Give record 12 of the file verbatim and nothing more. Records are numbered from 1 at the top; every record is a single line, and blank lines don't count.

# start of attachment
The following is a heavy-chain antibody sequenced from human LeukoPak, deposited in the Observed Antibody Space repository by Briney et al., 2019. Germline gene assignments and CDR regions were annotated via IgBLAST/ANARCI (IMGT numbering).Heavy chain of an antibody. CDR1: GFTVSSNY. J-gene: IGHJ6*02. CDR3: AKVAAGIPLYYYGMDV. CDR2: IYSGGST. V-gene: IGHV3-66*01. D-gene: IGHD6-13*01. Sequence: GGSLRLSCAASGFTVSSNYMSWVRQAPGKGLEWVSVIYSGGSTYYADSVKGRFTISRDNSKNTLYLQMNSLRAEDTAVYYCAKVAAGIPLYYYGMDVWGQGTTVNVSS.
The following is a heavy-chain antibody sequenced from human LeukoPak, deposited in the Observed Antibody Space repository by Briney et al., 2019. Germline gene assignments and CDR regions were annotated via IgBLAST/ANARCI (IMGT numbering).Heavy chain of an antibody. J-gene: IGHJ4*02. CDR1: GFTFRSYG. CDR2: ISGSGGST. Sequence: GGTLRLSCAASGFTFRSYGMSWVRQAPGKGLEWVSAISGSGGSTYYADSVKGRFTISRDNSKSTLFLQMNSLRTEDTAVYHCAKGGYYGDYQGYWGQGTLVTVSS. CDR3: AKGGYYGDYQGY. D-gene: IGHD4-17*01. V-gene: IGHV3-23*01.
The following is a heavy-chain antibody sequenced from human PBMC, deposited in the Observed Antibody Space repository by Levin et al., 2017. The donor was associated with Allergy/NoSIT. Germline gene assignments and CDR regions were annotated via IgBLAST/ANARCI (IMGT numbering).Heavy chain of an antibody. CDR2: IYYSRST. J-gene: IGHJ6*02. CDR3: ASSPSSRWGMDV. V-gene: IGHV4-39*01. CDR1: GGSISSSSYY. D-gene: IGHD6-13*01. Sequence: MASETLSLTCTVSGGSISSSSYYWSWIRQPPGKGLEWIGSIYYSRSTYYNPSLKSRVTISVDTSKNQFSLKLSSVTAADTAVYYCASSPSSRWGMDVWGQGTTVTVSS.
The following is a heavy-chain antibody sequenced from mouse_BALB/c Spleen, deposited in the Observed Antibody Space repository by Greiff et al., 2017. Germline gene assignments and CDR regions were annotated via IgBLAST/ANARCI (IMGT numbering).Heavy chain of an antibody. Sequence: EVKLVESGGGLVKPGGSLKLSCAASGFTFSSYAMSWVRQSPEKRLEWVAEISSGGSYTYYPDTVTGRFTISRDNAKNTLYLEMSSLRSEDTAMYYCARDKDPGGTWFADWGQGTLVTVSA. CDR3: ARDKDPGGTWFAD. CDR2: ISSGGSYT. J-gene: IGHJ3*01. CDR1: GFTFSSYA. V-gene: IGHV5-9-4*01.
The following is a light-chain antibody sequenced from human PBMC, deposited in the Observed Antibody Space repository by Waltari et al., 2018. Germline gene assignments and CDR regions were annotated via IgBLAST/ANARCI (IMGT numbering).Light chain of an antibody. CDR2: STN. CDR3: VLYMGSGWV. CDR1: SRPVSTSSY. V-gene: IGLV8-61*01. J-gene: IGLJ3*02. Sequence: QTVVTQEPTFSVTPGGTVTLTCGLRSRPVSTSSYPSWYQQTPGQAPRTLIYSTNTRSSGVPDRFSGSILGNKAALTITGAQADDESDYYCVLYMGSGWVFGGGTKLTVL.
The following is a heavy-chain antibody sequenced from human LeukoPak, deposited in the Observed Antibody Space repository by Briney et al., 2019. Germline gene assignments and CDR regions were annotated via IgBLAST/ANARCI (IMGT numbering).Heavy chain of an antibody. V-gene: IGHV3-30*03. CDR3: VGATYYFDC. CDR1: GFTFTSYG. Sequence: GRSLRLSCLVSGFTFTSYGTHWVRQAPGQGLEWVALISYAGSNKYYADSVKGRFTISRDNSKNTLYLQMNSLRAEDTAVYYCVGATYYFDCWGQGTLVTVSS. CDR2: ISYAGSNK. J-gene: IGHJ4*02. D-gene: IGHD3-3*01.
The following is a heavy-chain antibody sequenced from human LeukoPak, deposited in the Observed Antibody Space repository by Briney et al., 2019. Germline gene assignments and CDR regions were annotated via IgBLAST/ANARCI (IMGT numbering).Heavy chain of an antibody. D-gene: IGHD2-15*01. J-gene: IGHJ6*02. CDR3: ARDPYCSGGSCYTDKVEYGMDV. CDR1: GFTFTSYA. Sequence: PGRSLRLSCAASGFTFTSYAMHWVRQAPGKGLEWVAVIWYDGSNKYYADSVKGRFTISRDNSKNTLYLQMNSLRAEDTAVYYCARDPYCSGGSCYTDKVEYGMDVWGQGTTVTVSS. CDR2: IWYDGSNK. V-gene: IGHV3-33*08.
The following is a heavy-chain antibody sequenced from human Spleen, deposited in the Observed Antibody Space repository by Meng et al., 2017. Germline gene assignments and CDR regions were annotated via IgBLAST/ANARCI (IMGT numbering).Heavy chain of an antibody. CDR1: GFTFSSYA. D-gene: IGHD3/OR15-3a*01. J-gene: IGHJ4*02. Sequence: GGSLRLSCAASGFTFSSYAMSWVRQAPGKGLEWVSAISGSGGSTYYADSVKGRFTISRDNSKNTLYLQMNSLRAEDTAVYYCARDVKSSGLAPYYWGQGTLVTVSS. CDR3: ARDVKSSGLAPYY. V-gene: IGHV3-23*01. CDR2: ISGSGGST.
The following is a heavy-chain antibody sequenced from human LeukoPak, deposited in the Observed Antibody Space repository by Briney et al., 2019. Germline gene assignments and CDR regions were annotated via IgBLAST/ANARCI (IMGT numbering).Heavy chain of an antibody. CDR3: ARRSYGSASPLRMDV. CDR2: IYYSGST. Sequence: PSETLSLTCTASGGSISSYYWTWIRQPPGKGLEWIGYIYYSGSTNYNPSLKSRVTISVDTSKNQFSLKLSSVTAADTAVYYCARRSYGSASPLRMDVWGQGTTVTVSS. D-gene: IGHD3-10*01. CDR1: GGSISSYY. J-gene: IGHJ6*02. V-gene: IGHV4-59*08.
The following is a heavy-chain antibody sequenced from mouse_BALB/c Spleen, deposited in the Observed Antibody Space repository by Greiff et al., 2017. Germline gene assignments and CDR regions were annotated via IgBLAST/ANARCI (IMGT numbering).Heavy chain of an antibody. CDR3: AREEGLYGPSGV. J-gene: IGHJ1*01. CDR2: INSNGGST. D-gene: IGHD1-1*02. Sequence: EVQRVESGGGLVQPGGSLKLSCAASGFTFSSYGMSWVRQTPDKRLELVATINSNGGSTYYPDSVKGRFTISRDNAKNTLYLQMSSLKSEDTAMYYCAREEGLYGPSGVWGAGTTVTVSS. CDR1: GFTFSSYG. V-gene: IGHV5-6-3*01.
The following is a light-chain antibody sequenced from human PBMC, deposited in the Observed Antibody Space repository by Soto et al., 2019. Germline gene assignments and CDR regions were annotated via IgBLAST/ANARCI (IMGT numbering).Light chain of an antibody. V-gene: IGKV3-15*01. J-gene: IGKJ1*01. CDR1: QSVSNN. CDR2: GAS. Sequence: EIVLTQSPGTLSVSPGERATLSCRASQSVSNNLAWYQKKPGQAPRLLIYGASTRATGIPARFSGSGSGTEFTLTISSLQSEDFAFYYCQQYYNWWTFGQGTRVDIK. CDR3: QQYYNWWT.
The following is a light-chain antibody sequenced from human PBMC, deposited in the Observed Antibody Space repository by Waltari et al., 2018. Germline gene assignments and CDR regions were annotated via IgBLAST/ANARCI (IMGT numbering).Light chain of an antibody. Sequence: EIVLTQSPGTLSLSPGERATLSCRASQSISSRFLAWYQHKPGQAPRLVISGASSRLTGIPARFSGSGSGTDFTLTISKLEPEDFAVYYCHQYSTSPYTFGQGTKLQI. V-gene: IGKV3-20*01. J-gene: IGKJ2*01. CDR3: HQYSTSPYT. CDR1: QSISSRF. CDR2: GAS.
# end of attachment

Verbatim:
The following is a light-chain antibody sequenced from human PBMC, deposited in the Observed Antibody Space repository by Waltari et al., 2018. Germline gene assignments and CDR regions were annotated via IgBLAST/ANARCI (IMGT numbering).Light chain of an antibody. Sequence: EIVLTQSPGTLSLSPGERATLSCRASQSISSRFLAWYQHKPGQAPRLVISGASSRLTGIPARFSGSGSGTDFTLTISKLEPEDFAVYYCHQYSTSPYTFGQGTKLQI. V-gene: IGKV3-20*01. J-gene: IGKJ2*01. CDR3: HQYSTSPYT. CDR1: QSISSRF. CDR2: GAS.